Soldiers of Peace: How To Wield the Weapon of Nonviolence With Maximum Force
A book by Paul K. Chappell
Author and prominent peace educator Paul Chappell observed that he had 12 years of math through calculus II, and yet uses only a fraction of his math skills in daily life. He graduated from high school, however, illiterate in peace, literacy he desperately needed and has dedicated his life to cultivating, disseminating and incorporating into educational curricula.
The author’s childhood was filled with trauma. As a mixed race, Korean/African-American/white child growing up in Alabama, he felt himself a racial outcast. By high school, as he readily admits, he was full of rage. But in an act of survival at the age of 19, he made a solemn commitment to transform himself. He reflects with irony and regret that “the education system had not given me a single hour of training to help me understand the nature of rage. … In fact, much of what I learned in school taught me to suppress my empathy and conscience and to view purpose in the narrow context of accumulating material wealth.”
What we are offered in Chappell’s most recent book, “Soldiers of Peace,” is a strategic and skillful path to radical empathy with fellow humans, within community and in society. It is the sixth in his seven-book series, “The Road to Peace,” a trove of insight and strategy for peace activism burnished by wisdom and compassion.
Chappell writes with a singular style shaped by the directness of his engineering and military training at West Point, fused with imaginative metaphor and lessons drawn from Greek mythology and early classics. “Soldiers of Peace” is organized around a guiding constellation of stars: struggle, training, truth and strategy.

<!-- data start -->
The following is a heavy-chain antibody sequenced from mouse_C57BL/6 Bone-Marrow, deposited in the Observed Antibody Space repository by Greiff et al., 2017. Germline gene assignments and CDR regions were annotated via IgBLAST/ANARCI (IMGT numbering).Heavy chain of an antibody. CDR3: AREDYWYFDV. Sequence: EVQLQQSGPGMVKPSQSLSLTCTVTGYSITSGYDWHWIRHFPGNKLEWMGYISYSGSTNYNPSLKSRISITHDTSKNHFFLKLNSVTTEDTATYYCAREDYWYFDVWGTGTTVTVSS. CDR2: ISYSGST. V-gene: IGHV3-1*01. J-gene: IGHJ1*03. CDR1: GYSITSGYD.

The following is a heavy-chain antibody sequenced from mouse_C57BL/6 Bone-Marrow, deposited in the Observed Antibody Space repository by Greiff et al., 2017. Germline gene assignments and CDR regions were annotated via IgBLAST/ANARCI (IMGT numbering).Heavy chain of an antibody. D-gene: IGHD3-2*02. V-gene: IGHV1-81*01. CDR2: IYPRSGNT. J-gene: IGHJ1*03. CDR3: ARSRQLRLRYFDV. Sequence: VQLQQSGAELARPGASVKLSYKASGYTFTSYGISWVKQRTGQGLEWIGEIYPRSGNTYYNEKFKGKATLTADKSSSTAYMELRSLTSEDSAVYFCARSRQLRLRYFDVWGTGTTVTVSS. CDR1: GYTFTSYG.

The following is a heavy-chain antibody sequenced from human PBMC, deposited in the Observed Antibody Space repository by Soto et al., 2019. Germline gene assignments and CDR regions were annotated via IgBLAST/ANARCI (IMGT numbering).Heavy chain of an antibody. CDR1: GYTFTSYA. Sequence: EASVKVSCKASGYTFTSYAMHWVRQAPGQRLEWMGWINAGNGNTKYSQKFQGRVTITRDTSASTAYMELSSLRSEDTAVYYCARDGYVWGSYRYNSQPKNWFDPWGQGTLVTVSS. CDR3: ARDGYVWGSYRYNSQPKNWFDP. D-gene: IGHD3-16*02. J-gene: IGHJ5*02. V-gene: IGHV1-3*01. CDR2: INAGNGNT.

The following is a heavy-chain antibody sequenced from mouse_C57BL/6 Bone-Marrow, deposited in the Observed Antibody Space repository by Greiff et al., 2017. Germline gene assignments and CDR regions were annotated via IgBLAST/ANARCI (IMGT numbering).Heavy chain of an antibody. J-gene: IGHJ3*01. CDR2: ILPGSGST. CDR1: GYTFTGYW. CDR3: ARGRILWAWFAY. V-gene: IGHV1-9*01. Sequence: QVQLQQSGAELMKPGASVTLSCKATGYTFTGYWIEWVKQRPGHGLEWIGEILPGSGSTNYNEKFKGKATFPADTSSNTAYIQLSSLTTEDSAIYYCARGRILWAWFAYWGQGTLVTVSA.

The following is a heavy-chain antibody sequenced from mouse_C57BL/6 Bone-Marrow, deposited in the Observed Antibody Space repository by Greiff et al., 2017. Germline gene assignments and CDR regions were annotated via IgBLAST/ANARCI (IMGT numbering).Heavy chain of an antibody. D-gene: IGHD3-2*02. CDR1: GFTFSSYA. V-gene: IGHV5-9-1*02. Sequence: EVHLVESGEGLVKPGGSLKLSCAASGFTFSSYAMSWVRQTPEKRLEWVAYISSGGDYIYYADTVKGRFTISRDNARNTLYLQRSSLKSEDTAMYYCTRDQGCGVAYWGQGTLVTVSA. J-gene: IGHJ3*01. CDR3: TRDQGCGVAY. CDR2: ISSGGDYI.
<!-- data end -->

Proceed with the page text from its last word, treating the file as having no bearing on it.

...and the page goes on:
Waging peace is never passive, he writes – it is an unremitting quest in which we humans struggle against “violence, trauma and injustice in our personal lives, communities and throughout the world.” Otherwise, to paraphrase Edmund Burke, evil triumphs when good people do nothing. Peace is achieved only when strategic struggle for social, economic and political justice is fueled by “purpose, meaning, understanding, justice and gentleness.”
Training in peace literacy is as crucial as learning reading, writing and mathematics, and it cannot be left only to parents, Chappell cautions. Schools must teach the history of strategic campaigns that won civil rights and women’s rights; the arts of listening, asking questions to achieve clarity and understanding, cultivating empathy and mutual communication; the skills of disciplined resolution of conflict, and recognizing verbal and advertising manipulation. As Gandhi avowed, “If peace schooling were taken as seriously as military schooling, our world would be a much different place.” Therein lies the core message of this book.
The chapter on the star of strategy is the most complex and crowns the book. “Waging peace,” Chappell writes, “gave me a strategy for living that rage…